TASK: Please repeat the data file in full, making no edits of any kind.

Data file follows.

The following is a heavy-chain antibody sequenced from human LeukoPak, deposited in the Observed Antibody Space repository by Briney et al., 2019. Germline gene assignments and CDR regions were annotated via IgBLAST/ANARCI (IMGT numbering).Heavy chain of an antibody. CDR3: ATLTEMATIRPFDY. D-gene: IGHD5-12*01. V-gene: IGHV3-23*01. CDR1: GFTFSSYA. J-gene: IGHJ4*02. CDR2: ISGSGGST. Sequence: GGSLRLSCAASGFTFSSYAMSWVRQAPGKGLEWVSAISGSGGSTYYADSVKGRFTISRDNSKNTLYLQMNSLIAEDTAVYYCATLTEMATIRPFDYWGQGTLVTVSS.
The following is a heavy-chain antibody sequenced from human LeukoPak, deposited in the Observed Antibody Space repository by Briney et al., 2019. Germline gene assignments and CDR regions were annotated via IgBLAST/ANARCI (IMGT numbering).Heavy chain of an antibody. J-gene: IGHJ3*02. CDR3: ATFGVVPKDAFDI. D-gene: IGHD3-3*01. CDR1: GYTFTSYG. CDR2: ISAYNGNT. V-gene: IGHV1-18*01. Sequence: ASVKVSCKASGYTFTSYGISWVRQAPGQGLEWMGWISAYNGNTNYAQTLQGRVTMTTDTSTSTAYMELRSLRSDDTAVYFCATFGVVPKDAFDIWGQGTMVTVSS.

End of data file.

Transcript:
The following is a heavy-chain antibody sequenced from human LeukoPak, deposited in the Observed Antibody Space repository by Briney et al., 2019. Germline gene assignments and CDR regions were annotated via IgBLAST/ANARCI (IMGT numbering).Heavy chain of an antibody. CDR3: ATLTEMATIRPFDY. D-gene: IGHD5-12*01. V-gene: IGHV3-23*01. CDR1: GFTFSSYA. J-gene: IGHJ4*02. CDR2: ISGSGGST. Sequence: GGSLRLSCAASGFTFSSYAMSWVRQAPGKGLEWVSAISGSGGSTYYADSVKGRFTISRDNSKNTLYLQMNSLIAEDTAVYYCATLTEMATIRPFDYWGQGTLVTVSS.
The following is a heavy-chain antibody sequenced from human LeukoPak, deposited in the Observed Antibody Space repository by Briney et al., 2019. Germline gene assignments and CDR regions were annotated via IgBLAST/ANARCI (IMGT numbering).Heavy chain of an antibody. J-gene: IGHJ3*02. CDR3: ATFGVVPKDAFDI. D-gene: IGHD3-3*01. CDR1: GYTFTSYG. CDR2: ISAYNGNT. V-gene: IGHV1-18*01. Sequence: ASVKVSCKASGYTFTSYGISWVRQAPGQGLEWMGWISAYNGNTNYAQTLQGRVTMTTDTSTSTAYMELRSLRSDDTAVYFCATFGVVPKDAFDIWGQGTMVTVSS.